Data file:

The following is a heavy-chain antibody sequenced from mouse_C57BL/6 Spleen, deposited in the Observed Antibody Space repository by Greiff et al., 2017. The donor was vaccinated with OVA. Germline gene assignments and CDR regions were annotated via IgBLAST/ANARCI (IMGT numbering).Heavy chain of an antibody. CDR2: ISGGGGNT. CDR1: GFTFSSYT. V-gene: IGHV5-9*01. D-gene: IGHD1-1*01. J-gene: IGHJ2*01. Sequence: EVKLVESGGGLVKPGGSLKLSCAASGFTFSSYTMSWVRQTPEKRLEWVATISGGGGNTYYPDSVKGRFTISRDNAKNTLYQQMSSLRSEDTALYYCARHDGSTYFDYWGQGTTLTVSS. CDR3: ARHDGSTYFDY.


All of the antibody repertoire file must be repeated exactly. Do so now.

The following is a heavy-chain antibody sequenced from mouse_C57BL/6 Spleen, deposited in the Observed Antibody Space repository by Greiff et al., 2017. The donor was vaccinated with OVA. Germline gene assignments and CDR regions were annotated via IgBLAST/ANARCI (IMGT numbering).Heavy chain of an antibody. CDR2: ISGGGGNT. CDR1: GFTFSSYT. V-gene: IGHV5-9*01. D-gene: IGHD1-1*01. J-gene: IGHJ2*01. Sequence: EVKLVESGGGLVKPGGSLKLSCAASGFTFSSYTMSWVRQTPEKRLEWVATISGGGGNTYYPDSVKGRFTISRDNAKNTLYQQMSSLRSEDTALYYCARHDGSTYFDYWGQGTTLTVSS. CDR3: ARHDGSTYFDY.